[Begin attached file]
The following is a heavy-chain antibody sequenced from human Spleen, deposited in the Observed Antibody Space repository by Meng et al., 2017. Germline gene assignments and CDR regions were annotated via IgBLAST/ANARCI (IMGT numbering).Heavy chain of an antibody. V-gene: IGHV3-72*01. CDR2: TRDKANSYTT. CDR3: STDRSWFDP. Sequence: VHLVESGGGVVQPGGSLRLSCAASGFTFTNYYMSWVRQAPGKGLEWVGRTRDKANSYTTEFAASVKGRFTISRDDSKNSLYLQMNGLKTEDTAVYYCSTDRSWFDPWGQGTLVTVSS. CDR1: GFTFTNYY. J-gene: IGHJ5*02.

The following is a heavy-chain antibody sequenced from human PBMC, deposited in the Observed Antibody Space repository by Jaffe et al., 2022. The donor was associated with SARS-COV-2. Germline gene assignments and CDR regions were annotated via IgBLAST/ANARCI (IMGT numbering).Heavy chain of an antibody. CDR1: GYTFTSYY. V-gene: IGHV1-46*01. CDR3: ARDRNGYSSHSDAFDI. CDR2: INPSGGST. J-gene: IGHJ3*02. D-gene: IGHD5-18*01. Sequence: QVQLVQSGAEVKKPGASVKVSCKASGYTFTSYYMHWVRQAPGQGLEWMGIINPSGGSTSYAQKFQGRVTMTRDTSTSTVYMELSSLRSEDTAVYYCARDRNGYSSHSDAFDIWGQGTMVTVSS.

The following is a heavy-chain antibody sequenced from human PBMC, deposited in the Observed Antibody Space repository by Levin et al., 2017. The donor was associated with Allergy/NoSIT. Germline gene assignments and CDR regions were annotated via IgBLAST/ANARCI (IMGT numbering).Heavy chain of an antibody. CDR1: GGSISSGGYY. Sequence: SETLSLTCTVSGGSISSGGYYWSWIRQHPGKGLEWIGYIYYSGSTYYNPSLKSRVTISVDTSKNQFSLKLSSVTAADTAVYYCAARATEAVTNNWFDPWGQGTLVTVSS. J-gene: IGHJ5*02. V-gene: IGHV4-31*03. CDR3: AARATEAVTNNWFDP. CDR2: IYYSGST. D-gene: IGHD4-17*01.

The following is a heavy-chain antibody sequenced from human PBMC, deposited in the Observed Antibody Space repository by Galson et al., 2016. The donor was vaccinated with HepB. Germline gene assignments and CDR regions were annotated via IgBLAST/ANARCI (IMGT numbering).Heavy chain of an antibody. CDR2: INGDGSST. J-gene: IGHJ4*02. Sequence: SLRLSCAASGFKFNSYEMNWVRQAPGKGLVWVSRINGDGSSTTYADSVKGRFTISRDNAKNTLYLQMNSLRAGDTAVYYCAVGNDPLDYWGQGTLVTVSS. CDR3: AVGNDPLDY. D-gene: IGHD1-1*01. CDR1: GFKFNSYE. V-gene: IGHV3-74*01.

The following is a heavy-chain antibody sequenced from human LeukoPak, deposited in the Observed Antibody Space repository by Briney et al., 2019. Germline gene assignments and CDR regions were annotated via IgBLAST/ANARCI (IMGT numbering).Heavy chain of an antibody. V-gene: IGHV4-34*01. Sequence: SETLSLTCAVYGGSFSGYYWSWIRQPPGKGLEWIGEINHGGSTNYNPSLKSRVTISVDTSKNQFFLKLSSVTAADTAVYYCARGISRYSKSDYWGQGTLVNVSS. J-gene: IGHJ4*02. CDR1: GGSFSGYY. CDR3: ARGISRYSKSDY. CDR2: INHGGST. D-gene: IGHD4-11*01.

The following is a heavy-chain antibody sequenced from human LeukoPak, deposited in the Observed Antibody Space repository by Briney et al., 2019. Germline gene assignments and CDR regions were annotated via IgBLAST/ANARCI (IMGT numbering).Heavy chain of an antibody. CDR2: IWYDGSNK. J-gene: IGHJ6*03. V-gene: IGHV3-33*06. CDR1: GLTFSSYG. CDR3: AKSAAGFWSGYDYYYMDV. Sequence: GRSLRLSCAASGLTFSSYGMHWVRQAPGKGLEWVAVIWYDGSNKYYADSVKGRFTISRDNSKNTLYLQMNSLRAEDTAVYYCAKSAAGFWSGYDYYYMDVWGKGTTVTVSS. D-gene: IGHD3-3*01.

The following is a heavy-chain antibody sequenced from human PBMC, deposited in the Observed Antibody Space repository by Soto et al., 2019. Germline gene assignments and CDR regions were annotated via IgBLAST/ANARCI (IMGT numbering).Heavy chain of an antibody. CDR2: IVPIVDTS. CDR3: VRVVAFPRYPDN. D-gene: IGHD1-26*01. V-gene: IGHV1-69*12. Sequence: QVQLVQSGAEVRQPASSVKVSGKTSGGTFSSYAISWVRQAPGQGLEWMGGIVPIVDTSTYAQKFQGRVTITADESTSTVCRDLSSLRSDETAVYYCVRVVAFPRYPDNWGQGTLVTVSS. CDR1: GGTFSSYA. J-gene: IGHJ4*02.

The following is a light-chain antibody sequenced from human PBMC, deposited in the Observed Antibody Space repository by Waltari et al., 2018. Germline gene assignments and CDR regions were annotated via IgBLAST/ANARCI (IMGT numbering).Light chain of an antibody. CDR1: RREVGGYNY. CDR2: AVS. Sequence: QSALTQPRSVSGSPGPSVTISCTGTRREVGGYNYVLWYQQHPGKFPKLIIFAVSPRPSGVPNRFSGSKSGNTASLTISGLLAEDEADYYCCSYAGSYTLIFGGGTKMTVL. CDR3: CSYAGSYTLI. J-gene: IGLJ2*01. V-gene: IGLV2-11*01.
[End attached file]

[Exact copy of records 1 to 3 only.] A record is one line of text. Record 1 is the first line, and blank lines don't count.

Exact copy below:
The following is a heavy-chain antibody sequenced from human Spleen, deposited in the Observed Antibody Space repository by Meng et al., 2017. Germline gene assignments and CDR regions were annotated via IgBLAST/ANARCI (IMGT numbering).Heavy chain of an antibody. V-gene: IGHV3-72*01. CDR2: TRDKANSYTT. CDR3: STDRSWFDP. Sequence: VHLVESGGGVVQPGGSLRLSCAASGFTFTNYYMSWVRQAPGKGLEWVGRTRDKANSYTTEFAASVKGRFTISRDDSKNSLYLQMNGLKTEDTAVYYCSTDRSWFDPWGQGTLVTVSS. CDR1: GFTFTNYY. J-gene: IGHJ5*02.

The following is a heavy-chain antibody sequenced from human PBMC, deposited in the Observed Antibody Space repository by Jaffe et al., 2022. The donor was associated with SARS-COV-2. Germline gene assignments and CDR regions were annotated via IgBLAST/ANARCI (IMGT numbering).Heavy chain of an antibody. CDR1: GYTFTSYY. V-gene: IGHV1-46*01. CDR3: ARDRNGYSSHSDAFDI. CDR2: INPSGGST. J-gene: IGHJ3*02. D-gene: IGHD5-18*01. Sequence: QVQLVQSGAEVKKPGASVKVSCKASGYTFTSYYMHWVRQAPGQGLEWMGIINPSGGSTSYAQKFQGRVTMTRDTSTSTVYMELSSLRSEDTAVYYCARDRNGYSSHSDAFDIWGQGTMVTVSS.

The following is a heavy-chain antibody sequenced from human PBMC, deposited in the Observed Antibody Space repository by Levin et al., 2017. The donor was associated with Allergy/NoSIT. Germline gene assignments and CDR regions were annotated via IgBLAST/ANARCI (IMGT numbering).Heavy chain of an antibody. CDR1: GGSISSGGYY. Sequence: SETLSLTCTVSGGSISSGGYYWSWIRQHPGKGLEWIGYIYYSGSTYYNPSLKSRVTISVDTSKNQFSLKLSSVTAADTAVYYCAARATEAVTNNWFDPWGQGTLVTVSS. J-gene: IGHJ5*02. V-gene: IGHV4-31*03. CDR3: AARATEAVTNNWFDP. CDR2: IYYSGST. D-gene: IGHD4-17*01.